Advertisement
YOU ARE HERE: LAT HomeCollections

Special Delivery for New Parents Seeking an Old World Touch

August 24, 2000|MIMI AVINS | TIMES STAFF WRITER

What's an expectant mother to do when it feels as if there's no one to turn to? Mother is off in Palm Desert recuperating from a face lift, Grandma's on a cruise with her third husband, HMOs limit the time doctors spend talking with patients and the literature of childbirth is rife with propaganda? There should be someone a woman can hire, a wise, nurturing mother surrogate experienced in guiding a typically terrified woman through pregnancy and delivery.

There is. She's called a doulah, a Greek word describing the traditional woman's servant. As traditional in many cultures as midwives, doulahs, in their current Southern Californian incarnation, do not deliver babies. They provide physical and emotional support for pregnant women, especially during labor, and in some cases give postpartum care to mother and infant. They're part of a burgeoning subculture that's repackaging ancient childbirth practices in trendy new wrappings.

Harinam is a doulah who makes house calls. On a hot August morning, she's sitting in the Silver Lake living room of Amy and Mo Morrison, who run a live-event production company and whose first child is due in a month. By the end of this initial consultation, the couple will decide whether to hire her. Mo, 48, has already agreed to be present at the birth and likes the idea of being part of a team effort. "I'm trying to stack the deck with as many people as I can," he tells Harinam. "If there are three more of you to help, fine."

The 51-year-old doulah appears quite capable of handling things herself. Her manner is gently authoritative. Wearing no makeup, flat sandals and a flowing yellow dress that bares her fleshy upper arms, she is the reassuring picture of an earth mother. Without getting all sloppy about it, she communicates that she would be honored to share one of life's most ecstatic moments with this couple.

"When you go into labor without labor support," Harinam explains, "it's like going to an amusement park and taking the scary ride. Things are coming at you. Don't worry. I can guide you through it."

The name "Harinam" is Sikh, given when she became involved with the religious sect 25 years ago, and replaced a name she'd never liked as a girl in Atlantic City, N.J. Though she no longer covers her hair with a turban, she says her spiritual roots are still in the Northern-Indian religion. Although she's never been certified as a nurse-midwife, she's assisted at several hundred births and chooses to function as a labor coach at deliveries where a doctor is in charge.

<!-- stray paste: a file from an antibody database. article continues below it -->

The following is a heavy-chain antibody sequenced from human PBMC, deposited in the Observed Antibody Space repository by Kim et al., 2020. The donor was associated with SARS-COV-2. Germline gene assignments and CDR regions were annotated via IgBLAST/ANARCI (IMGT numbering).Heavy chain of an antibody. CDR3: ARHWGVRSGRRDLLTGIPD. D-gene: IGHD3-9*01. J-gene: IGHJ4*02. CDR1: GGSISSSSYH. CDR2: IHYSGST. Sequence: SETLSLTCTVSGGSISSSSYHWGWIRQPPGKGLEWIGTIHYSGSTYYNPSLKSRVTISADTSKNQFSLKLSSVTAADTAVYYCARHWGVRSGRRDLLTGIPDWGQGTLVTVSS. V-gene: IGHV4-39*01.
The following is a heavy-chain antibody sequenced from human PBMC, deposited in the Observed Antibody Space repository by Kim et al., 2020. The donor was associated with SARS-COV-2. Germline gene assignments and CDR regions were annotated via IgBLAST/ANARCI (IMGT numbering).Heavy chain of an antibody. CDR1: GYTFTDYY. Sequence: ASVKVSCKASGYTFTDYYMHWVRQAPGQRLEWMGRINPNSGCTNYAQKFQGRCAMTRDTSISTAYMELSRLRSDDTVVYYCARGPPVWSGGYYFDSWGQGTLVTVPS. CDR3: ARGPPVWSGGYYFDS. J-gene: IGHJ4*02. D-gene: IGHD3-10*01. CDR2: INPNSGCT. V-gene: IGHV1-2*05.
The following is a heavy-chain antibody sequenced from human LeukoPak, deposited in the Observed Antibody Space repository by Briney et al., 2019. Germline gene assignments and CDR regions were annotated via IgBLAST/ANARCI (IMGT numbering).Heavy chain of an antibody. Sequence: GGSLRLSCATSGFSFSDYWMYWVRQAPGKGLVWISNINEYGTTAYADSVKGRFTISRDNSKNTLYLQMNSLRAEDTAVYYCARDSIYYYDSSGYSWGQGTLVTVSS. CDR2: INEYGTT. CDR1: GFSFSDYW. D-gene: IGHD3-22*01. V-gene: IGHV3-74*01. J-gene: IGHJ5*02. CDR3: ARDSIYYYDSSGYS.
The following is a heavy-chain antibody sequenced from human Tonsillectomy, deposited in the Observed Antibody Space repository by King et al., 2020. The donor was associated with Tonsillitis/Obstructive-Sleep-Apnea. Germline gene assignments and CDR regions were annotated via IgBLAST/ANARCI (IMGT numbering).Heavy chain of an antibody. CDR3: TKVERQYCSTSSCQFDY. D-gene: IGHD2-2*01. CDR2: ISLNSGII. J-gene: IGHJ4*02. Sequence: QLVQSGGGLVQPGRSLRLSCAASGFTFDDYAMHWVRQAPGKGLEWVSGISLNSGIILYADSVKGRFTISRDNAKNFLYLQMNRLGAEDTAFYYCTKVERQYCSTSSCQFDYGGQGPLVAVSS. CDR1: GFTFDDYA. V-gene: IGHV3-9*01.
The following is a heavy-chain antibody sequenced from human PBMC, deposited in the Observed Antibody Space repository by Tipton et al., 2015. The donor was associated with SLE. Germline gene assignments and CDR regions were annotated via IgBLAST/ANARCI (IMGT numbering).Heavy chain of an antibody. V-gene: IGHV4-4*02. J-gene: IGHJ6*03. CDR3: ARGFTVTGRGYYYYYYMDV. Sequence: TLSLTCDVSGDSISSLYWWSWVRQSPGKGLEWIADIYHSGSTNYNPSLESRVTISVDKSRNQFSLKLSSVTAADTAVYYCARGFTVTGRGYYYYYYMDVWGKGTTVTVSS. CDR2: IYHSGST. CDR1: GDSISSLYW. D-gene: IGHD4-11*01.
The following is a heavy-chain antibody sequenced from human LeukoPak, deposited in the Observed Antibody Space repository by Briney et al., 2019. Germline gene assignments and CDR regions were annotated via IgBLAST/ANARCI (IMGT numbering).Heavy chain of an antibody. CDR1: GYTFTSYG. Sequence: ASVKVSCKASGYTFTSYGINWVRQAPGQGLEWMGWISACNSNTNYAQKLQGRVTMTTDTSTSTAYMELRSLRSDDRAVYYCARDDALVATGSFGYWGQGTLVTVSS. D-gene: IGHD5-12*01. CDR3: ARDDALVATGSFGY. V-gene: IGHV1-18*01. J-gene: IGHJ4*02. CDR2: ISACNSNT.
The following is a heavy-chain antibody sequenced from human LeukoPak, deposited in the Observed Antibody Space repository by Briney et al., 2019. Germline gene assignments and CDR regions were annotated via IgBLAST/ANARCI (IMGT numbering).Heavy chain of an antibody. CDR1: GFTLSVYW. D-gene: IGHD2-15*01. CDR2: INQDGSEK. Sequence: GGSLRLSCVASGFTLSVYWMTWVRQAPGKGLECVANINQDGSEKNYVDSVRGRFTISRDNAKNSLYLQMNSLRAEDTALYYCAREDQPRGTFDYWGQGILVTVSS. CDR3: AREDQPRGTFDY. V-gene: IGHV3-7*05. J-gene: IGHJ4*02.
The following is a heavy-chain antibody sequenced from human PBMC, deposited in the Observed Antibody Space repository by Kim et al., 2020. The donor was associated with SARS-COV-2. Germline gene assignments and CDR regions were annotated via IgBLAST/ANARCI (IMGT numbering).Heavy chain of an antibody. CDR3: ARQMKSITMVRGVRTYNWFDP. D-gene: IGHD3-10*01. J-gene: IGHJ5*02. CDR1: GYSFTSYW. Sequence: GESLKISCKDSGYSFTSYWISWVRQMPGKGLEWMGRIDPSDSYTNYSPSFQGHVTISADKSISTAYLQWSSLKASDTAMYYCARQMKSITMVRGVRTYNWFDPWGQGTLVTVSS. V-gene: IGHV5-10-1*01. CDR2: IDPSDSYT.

The use of doulahs has grown steadily in the last five years, according to the Doulahs of North America, which certifies and trains them. The Utah-based group had 750 members in 1995, 3,300 this year, an increase that could be credited to attitudinal shifts, to fractured and scattered families and a strong economy that has given many couples the means to employ a personal labor coach.

The natural childbirth movement that arose in the 1960s was an outgrowth of the era's emerging feminism and the politicization of health care. Women rejecting the influence of the male medical establishment advocated a return to old-fashioned birthing methods that substituted natural pain-dulling techniques for drugs.

Harinam asks the Morrisons how they'd like to have their baby.

"Quickly," Amy answers, with a smile. "I'll see how it goes without drugs, but I'm not completely opposed to them."

The doulah explains that she can teach Amy, 38, how to pace herself through a long labor but that if she gets to the hospital and opts for pain relief from drugs, Harinam would neither question her decision nor pass judgment on it. After listening to the older woman talk warmly about her grandson and other children she's helped into the world, Amy says, "With Harinam there, I'll have someone who's totally my advocate, whose only focus is looking out for me and my baby."

Harinam explains that she'll put the couple through at least two "dance rehearsals," practice sessions that concentrate on relaxation, breathing and pushing techniques. "I call it the dance of life because it is--the baby's moving, the mother's moving, the father's moving with the mother. They're dancing," she says.

Once labor begins, she'll show up as soon as Amy summons her. Since she's trained to measure how dilated a woman in labor has become, that knowledge can be used to keep Amy safely at home longer, where she's likely to be more relaxed.

Perhaps it's the way Harinam describes how she'll bathe the baby at the hospital, in a deep tub she'll bring along, that clinches the deal. "There are plenty of maternity nurses who are pretty fantastic," she says. "But they have a lot of other things to do besides give one-on-one care to a family. One day a Mom and I were walking past the hospital nursery, and while the nurse's intentions might have been wonderful, she could have been washing a pot instead of a baby."

Advertisement
Los Angeles Times Articles
|
|
|